50 Ways to Leave Your Lawyer (Part II)

Last week, I looked at why business clients are reluctant to leave law firms carrying out their legal work. This week I look at what you need to do having decided to transfer your work from one legal services supplier to another.

There is no great science in transferring your work. If that transfer is not properly planned, there is likely to be rancor, inefficiency and untidy “trailing wires” from the former relationship. So plan the transition carefully and ensure that you monitor progress on all the elements of your plan.

Understand how the “exiting” supplier is feeling about your decision to move the work. There may be defensiveness or animosity, particularly if the transfer is as a result of a major breakdown in relations. Similarly, even if you have had the most transparent and fair procurement process, there is a strong possibility that they may be feeling sore about it, particularly if they invested heavily in that process for no reward. Conversely, do not be surprised if they are exhibiting signs that they are secretly relieved that your business is no longer their client.

Being professional includes being empathetic. It works both ways and you need to promote that approach. After all, you never know when your paths may cross again and in what circumstances that will happen. Be clear and honest about why you have made your decision. Accept that they may have issues that they want to get off their chest. Avoid getting personal. It is only business, after all.

Once you have told them of your decision, you should be prepared to deal with the following things:

Ongoing Work: They will probably be working on current cases for your business. Draw up a criterion for when that work will be transferred to the new supplier. There may be different stages for different cases. Resist the temptation to leave work with them unless there is an overwhelming reason to do otherwise (such as you are in the middle of a litigation trial). The long-term benefits of an early move outweigh the upheaval of transfer.

Documents: Make sure that they transfer all your documents and current records to the new supplier. This should include current case papers, transaction bibles, property documents and electronic files (you may need a migration programme for large portfolios of cases). They will probably want to keep a copy of your files for insurance purposes; so decide which files must be transferred and which they can hold, but that you may need access to in future.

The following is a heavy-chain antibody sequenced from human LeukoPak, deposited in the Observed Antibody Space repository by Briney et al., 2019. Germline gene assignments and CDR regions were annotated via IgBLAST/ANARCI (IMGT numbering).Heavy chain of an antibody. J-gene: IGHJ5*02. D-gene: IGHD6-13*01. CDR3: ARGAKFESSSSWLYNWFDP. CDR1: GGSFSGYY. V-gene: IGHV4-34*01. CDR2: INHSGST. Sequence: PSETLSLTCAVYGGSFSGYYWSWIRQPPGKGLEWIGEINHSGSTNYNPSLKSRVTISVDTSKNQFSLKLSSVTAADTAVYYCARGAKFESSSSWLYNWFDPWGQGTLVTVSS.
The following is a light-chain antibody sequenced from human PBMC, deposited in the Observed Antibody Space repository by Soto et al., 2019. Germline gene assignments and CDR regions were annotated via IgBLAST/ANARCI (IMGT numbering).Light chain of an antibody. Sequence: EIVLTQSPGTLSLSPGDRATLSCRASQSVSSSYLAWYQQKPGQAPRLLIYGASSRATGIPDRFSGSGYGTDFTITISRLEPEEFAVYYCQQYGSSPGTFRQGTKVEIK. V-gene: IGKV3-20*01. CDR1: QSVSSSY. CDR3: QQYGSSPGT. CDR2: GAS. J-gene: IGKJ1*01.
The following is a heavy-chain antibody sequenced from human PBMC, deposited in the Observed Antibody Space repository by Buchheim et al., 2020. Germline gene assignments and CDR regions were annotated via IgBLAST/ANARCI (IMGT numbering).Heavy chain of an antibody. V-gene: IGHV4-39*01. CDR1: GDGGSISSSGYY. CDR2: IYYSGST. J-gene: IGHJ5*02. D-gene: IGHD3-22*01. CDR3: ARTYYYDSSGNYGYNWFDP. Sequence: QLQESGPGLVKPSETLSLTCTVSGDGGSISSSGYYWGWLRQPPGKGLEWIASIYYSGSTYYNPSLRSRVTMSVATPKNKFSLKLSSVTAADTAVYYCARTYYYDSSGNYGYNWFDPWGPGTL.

Knowledge Management: if the supplier created training materials and any other knowledge management documents for you, you should ensure that the ownership is either transferred to you or that you are licensed to use them in future.

Billing: Pay them up to date, settling your outstanding bills on the relevant terms. Do not expect any preferential discounts for work that they do in the transitional period; after all, you ended things. In the same vein, agree a cut off point after which no further bills will be rendered. Nothing hacks of your Finance Department more than stray bills coming in from former suppliers months (and even years) after the work was done.

Undertakings: A law firm may have given undertakings in the past on your business’s behalf. These should be in the Undertakings Register of the firm. They should be discharged where possible or, in respect of transferring work, re-negotiated so that the new supplier steps into their place.

Communications: make sure that you agree a plan to ensure that all internal and external communications are co-ordinated. You owe it to each other to speak with one voice.

Finally, whilst this blog is not about giving legal advice, you should already have checked that no members of the outgoing supplier’s staff are transferred to you or the new supplier under the Transfer of Undertakings legislation. If they are, you should already have negotiated the appropriate transfer arrangements including indemnities.

Properly carrying out these arrangements should ensure that you have an orderly and relatively stress free end to the working relationship.  In the long run, that will be good for everyone, as you can both carry on your respective businesses with the minimum of disruption.

Postscript: I could not finish today without a special mention for Jonathan Trott. My heart goes out to him as I have “managed” depression for years.  Depression is not about being a “weak” person. It is about suffering from a serious, debilitating illness. You can be supremely talented, as he is, yet the illness will cut you down; just like any other severe condition; be it cancer, diabetes or heart problems.

His gutsy, full on approach to cricket helped me through an awful period in my life. Get well soon Jonathan and thank you for all your fantastic performances for England.


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